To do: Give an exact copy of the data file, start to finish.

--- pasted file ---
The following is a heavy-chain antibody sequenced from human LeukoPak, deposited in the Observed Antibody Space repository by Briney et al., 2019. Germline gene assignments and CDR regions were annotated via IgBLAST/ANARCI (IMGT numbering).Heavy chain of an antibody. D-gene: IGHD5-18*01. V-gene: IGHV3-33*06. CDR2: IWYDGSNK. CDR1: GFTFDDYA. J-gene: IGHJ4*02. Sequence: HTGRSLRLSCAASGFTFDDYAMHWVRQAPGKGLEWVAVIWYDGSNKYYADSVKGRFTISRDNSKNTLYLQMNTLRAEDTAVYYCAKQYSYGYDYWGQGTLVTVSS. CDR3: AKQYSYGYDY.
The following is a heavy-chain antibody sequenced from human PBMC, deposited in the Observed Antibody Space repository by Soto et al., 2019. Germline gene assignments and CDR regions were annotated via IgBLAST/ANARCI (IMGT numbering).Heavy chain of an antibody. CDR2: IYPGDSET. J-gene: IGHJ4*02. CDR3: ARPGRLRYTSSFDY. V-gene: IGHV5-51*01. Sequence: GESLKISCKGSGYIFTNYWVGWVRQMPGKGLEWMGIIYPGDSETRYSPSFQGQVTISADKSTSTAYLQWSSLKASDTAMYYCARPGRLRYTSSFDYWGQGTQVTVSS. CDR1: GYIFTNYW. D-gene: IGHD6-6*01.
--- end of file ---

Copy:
The following is a heavy-chain antibody sequenced from human LeukoPak, deposited in the Observed Antibody Space repository by Briney et al., 2019. Germline gene assignments and CDR regions were annotated via IgBLAST/ANARCI (IMGT numbering).Heavy chain of an antibody. D-gene: IGHD5-18*01. V-gene: IGHV3-33*06. CDR2: IWYDGSNK. CDR1: GFTFDDYA. J-gene: IGHJ4*02. Sequence: HTGRSLRLSCAASGFTFDDYAMHWVRQAPGKGLEWVAVIWYDGSNKYYADSVKGRFTISRDNSKNTLYLQMNTLRAEDTAVYYCAKQYSYGYDYWGQGTLVTVSS. CDR3: AKQYSYGYDY.
The following is a heavy-chain antibody sequenced from human PBMC, deposited in the Observed Antibody Space repository by Soto et al., 2019. Germline gene assignments and CDR regions were annotated via IgBLAST/ANARCI (IMGT numbering).Heavy chain of an antibody. CDR2: IYPGDSET. J-gene: IGHJ4*02. CDR3: ARPGRLRYTSSFDY. V-gene: IGHV5-51*01. Sequence: GESLKISCKGSGYIFTNYWVGWVRQMPGKGLEWMGIIYPGDSETRYSPSFQGQVTISADKSTSTAYLQWSSLKASDTAMYYCARPGRLRYTSSFDYWGQGTQVTVSS. CDR1: GYIFTNYW. D-gene: IGHD6-6*01.